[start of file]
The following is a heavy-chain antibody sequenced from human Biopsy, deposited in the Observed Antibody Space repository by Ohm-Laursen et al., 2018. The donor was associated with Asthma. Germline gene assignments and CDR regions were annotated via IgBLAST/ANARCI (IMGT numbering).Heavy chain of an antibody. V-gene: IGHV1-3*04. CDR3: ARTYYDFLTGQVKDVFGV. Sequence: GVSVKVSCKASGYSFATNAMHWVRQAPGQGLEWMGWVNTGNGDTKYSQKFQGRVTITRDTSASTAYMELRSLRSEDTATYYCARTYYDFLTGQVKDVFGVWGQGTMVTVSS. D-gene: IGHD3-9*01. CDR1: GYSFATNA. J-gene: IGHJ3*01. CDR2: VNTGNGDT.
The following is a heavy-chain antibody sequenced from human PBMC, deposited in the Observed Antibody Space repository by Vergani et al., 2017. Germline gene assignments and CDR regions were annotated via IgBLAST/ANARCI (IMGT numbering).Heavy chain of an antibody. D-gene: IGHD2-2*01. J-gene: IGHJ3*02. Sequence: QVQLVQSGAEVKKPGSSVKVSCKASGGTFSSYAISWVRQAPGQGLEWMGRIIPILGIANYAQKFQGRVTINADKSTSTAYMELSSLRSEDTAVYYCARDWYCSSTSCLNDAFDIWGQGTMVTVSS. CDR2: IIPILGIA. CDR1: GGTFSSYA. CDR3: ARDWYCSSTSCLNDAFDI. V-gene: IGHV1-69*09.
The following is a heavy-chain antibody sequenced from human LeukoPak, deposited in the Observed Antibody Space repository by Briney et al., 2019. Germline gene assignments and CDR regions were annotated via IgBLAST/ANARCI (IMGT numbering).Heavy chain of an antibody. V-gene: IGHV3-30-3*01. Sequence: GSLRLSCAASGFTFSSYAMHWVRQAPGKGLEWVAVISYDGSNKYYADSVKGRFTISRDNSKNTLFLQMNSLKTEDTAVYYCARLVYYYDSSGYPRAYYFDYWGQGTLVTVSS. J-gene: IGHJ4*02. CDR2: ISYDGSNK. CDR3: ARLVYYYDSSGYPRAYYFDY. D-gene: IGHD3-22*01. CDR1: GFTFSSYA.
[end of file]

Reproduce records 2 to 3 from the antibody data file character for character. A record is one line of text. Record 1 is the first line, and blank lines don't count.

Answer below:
The following is a heavy-chain antibody sequenced from human PBMC, deposited in the Observed Antibody Space repository by Vergani et al., 2017. Germline gene assignments and CDR regions were annotated via IgBLAST/ANARCI (IMGT numbering).Heavy chain of an antibody. D-gene: IGHD2-2*01. J-gene: IGHJ3*02. Sequence: QVQLVQSGAEVKKPGSSVKVSCKASGGTFSSYAISWVRQAPGQGLEWMGRIIPILGIANYAQKFQGRVTINADKSTSTAYMELSSLRSEDTAVYYCARDWYCSSTSCLNDAFDIWGQGTMVTVSS. CDR2: IIPILGIA. CDR1: GGTFSSYA. CDR3: ARDWYCSSTSCLNDAFDI. V-gene: IGHV1-69*09.
The following is a heavy-chain antibody sequenced from human LeukoPak, deposited in the Observed Antibody Space repository by Briney et al., 2019. Germline gene assignments and CDR regions were annotated via IgBLAST/ANARCI (IMGT numbering).Heavy chain of an antibody. V-gene: IGHV3-30-3*01. Sequence: GSLRLSCAASGFTFSSYAMHWVRQAPGKGLEWVAVISYDGSNKYYADSVKGRFTISRDNSKNTLFLQMNSLKTEDTAVYYCARLVYYYDSSGYPRAYYFDYWGQGTLVTVSS. J-gene: IGHJ4*02. CDR2: ISYDGSNK. CDR3: ARLVYYYDSSGYPRAYYFDY. D-gene: IGHD3-22*01. CDR1: GFTFSSYA.